Dynamic-Link Library Injection

Adversaries may inject dynamic-link libraries (DLLs) into processes in order to evade process-based defenses as well as possibly elevate privileges. DLL injection is a method of executing arbitrary code in the address space of a separate live process.
DLL injection is commonly performed by writing the path to a DLL in the virtual address space of the target process before loading the DLL by invoking a new thread. The write can be performed with native Windows API calls such as VirtualAllocEx and WriteProcessMemory, then invoked with CreateRemoteThread (which calls the LaodLibrary API responsible for loading the DLL).
Variations of this method such as reflective DLL injection (writing a self-mapping DLL into a process) and memory module (map DLL when writing into process) overcome the address relocation issue as well as the additional APIs to invoke execution (since these methods load and execute the files in memory by manually performing the function of LoadLibrary).
Running code in the context of another process may allow access to the process's memory, system/network resources, and possibly elevated privileges. Execution via DLL injection may also evade detection from security products since the execution is masked under a legitimate process.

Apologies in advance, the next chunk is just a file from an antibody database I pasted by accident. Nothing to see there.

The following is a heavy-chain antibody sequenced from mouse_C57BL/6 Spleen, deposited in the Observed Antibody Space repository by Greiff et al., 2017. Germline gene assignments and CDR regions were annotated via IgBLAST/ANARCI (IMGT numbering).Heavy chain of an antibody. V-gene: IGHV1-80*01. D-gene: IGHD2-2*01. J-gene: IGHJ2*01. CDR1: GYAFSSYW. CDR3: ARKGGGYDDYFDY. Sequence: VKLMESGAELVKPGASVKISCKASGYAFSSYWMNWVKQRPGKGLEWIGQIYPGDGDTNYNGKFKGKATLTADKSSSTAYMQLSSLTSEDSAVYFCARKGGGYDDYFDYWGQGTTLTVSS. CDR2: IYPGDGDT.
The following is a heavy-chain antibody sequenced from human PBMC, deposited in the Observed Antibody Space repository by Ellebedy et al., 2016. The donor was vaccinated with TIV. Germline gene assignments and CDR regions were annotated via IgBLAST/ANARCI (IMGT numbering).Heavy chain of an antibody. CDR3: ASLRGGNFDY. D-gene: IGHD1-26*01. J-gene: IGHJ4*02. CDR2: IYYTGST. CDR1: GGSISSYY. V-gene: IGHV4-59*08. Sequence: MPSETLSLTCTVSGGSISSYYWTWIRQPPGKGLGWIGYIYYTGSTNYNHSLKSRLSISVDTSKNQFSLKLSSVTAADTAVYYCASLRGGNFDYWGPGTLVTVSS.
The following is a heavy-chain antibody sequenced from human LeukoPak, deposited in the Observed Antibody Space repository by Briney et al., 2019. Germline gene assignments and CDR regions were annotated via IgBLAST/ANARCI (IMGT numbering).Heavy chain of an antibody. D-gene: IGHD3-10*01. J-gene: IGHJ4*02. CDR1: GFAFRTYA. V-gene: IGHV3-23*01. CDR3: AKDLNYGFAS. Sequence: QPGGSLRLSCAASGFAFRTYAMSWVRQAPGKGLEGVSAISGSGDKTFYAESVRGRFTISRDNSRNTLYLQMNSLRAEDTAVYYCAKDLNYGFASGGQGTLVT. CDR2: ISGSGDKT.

Example:
From the tool InjectAllTheThings we are capable of injecting DLL files into processes and hide our actions as long is within reason of a process communicating with the internet. We have 7 different methods here:
I won't explain this as this is way beyond beginner level but in simple terms it uses those API calls to inject DLLs into legitimate processes to hide its intentions.
Will choose option 1 and fill the needed parameters.
I will take a look using Process Explorer and see what happened.
We see above that rundll32.exe is now a child process of notepad.exe And it is using a Network connection with the port 4444
Check the TaskManager
A bunch of Subprocesses running under Notepad, and even when closing these we still have notepad running in the background and stays available for us still to see in the Process Explorer Application.
A great technique for evading since we are hiding under the legitimacy of another process and maybe even escalating privileges.